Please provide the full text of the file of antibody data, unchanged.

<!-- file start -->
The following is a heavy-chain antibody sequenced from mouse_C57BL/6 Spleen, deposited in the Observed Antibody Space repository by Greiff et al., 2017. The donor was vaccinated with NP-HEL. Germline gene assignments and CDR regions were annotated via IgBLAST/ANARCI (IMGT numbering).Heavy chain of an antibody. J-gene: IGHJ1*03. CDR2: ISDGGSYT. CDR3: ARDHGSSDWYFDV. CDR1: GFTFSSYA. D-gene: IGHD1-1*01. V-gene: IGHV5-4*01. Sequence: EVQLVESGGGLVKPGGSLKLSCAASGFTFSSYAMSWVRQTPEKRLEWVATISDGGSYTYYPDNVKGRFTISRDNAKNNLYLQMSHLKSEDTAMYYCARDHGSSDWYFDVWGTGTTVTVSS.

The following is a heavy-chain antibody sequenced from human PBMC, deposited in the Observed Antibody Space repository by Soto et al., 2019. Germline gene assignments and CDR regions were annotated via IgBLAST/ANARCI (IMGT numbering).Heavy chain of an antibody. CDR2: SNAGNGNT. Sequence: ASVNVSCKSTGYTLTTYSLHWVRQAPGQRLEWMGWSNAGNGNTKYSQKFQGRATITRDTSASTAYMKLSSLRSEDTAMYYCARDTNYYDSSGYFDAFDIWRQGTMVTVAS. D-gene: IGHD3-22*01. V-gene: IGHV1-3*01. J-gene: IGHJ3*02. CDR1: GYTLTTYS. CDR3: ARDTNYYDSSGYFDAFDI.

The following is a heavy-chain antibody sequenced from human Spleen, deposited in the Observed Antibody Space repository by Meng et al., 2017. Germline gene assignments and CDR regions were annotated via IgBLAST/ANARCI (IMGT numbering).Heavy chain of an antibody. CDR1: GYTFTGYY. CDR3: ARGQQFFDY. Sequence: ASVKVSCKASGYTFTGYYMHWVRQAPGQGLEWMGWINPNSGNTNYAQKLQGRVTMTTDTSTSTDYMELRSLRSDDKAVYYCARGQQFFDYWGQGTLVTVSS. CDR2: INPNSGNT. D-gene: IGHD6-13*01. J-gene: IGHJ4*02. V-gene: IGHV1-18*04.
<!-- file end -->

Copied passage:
The following is a heavy-chain antibody sequenced from mouse_C57BL/6 Spleen, deposited in the Observed Antibody Space repository by Greiff et al., 2017. The donor was vaccinated with NP-HEL. Germline gene assignments and CDR regions were annotated via IgBLAST/ANARCI (IMGT numbering).Heavy chain of an antibody. J-gene: IGHJ1*03. CDR2: ISDGGSYT. CDR3: ARDHGSSDWYFDV. CDR1: GFTFSSYA. D-gene: IGHD1-1*01. V-gene: IGHV5-4*01. Sequence: EVQLVESGGGLVKPGGSLKLSCAASGFTFSSYAMSWVRQTPEKRLEWVATISDGGSYTYYPDNVKGRFTISRDNAKNNLYLQMSHLKSEDTAMYYCARDHGSSDWYFDVWGTGTTVTVSS.

The following is a heavy-chain antibody sequenced from human PBMC, deposited in the Observed Antibody Space repository by Soto et al., 2019. Germline gene assignments and CDR regions were annotated via IgBLAST/ANARCI (IMGT numbering).Heavy chain of an antibody. CDR2: SNAGNGNT. Sequence: ASVNVSCKSTGYTLTTYSLHWVRQAPGQRLEWMGWSNAGNGNTKYSQKFQGRATITRDTSASTAYMKLSSLRSEDTAMYYCARDTNYYDSSGYFDAFDIWRQGTMVTVAS. D-gene: IGHD3-22*01. V-gene: IGHV1-3*01. J-gene: IGHJ3*02. CDR1: GYTLTTYS. CDR3: ARDTNYYDSSGYFDAFDI.

The following is a heavy-chain antibody sequenced from human Spleen, deposited in the Observed Antibody Space repository by Meng et al., 2017. Germline gene assignments and CDR regions were annotated via IgBLAST/ANARCI (IMGT numbering).Heavy chain of an antibody. CDR1: GYTFTGYY. CDR3: ARGQQFFDY. Sequence: ASVKVSCKASGYTFTGYYMHWVRQAPGQGLEWMGWINPNSGNTNYAQKLQGRVTMTTDTSTSTDYMELRSLRSDDKAVYYCARGQQFFDYWGQGTLVTVSS. CDR2: INPNSGNT. D-gene: IGHD6-13*01. J-gene: IGHJ4*02. V-gene: IGHV1-18*04.